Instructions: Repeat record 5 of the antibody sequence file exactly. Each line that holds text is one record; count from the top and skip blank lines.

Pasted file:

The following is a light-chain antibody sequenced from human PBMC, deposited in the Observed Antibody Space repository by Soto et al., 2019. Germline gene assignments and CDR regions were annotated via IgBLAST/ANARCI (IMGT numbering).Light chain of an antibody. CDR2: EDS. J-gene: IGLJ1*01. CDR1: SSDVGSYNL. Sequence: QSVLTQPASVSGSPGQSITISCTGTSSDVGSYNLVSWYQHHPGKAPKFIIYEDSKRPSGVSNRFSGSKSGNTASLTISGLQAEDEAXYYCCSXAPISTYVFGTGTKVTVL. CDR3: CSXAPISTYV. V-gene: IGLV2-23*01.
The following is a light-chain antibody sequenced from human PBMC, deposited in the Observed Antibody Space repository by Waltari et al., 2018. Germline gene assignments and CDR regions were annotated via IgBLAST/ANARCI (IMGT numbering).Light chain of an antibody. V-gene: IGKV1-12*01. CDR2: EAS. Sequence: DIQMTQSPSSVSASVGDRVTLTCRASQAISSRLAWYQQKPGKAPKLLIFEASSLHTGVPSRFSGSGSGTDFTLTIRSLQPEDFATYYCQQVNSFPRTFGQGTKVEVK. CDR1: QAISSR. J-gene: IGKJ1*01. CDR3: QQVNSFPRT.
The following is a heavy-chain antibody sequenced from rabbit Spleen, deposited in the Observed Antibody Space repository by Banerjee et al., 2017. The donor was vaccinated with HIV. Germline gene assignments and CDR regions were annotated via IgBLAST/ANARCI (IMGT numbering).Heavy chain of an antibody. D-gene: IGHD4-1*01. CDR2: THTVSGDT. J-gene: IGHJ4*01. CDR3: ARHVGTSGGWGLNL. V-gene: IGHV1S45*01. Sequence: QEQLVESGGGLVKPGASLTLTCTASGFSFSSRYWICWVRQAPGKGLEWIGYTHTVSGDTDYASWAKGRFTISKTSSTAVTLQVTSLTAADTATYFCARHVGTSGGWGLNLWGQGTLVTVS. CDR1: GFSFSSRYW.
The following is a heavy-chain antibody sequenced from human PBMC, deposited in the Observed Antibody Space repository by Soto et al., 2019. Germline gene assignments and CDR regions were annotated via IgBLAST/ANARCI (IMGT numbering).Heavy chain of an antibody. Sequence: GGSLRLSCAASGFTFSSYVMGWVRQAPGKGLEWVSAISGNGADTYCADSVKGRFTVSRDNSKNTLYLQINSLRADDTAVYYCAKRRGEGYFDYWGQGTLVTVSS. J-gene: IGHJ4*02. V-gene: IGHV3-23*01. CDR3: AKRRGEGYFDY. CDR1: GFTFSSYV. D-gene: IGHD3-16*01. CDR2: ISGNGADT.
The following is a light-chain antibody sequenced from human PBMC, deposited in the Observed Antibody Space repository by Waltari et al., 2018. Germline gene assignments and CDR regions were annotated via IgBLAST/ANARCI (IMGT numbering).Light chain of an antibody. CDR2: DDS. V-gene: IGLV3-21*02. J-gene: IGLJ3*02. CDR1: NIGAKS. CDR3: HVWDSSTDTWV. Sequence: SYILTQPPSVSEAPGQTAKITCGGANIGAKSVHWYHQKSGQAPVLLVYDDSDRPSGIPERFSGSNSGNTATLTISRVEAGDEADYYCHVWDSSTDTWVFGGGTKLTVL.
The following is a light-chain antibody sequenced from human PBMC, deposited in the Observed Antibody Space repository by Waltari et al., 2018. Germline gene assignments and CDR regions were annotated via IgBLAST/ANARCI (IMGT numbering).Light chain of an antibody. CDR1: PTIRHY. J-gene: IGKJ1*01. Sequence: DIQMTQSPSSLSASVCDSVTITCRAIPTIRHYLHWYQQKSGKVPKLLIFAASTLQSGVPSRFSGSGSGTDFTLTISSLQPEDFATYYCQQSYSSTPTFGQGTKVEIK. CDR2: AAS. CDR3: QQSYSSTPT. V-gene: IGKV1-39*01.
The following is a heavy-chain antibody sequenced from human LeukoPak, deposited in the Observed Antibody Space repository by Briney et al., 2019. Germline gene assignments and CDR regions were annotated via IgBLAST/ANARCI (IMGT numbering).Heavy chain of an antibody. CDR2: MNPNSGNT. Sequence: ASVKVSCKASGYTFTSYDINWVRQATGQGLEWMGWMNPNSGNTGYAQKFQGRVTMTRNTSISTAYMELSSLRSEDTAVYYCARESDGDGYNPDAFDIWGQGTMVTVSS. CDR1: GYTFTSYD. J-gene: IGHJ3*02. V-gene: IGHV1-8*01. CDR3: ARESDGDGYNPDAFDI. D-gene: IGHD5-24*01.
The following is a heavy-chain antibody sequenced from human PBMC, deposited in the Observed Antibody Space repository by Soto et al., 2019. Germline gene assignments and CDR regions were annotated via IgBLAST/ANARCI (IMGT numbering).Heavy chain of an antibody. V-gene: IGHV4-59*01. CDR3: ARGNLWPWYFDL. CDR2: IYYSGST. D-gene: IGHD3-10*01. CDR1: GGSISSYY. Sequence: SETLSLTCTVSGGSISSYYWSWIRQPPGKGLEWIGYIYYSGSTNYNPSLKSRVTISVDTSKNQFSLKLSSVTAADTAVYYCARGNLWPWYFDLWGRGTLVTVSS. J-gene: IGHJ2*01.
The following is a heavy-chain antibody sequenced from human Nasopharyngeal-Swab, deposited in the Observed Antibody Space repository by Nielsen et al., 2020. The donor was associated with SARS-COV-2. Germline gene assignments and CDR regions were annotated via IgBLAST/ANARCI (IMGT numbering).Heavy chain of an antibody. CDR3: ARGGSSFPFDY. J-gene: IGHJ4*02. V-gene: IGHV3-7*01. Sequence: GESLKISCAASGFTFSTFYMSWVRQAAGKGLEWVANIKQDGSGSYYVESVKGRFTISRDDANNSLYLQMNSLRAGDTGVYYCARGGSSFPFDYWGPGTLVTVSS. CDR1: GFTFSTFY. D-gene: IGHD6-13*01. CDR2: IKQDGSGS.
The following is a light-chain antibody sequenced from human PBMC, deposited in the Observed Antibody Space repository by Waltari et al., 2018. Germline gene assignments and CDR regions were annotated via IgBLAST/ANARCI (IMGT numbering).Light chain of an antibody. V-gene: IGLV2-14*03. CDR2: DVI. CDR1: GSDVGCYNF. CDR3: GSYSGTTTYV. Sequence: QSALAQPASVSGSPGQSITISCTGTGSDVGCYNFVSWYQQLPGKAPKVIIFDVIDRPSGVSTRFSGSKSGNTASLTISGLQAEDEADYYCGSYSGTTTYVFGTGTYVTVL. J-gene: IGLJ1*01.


The following is a light-chain antibody sequenced from human PBMC, deposited in the Observed Antibody Space repository by Waltari et al., 2018. Germline gene assignments and CDR regions were annotated via IgBLAST/ANARCI (IMGT numbering).Light chain of an antibody. CDR2: DDS. V-gene: IGLV3-21*02. J-gene: IGLJ3*02. CDR1: NIGAKS. CDR3: HVWDSSTDTWV. Sequence: SYILTQPPSVSEAPGQTAKITCGGANIGAKSVHWYHQKSGQAPVLLVYDDSDRPSGIPERFSGSNSGNTATLTISRVEAGDEADYYCHVWDSSTDTWVFGGGTKLTVL.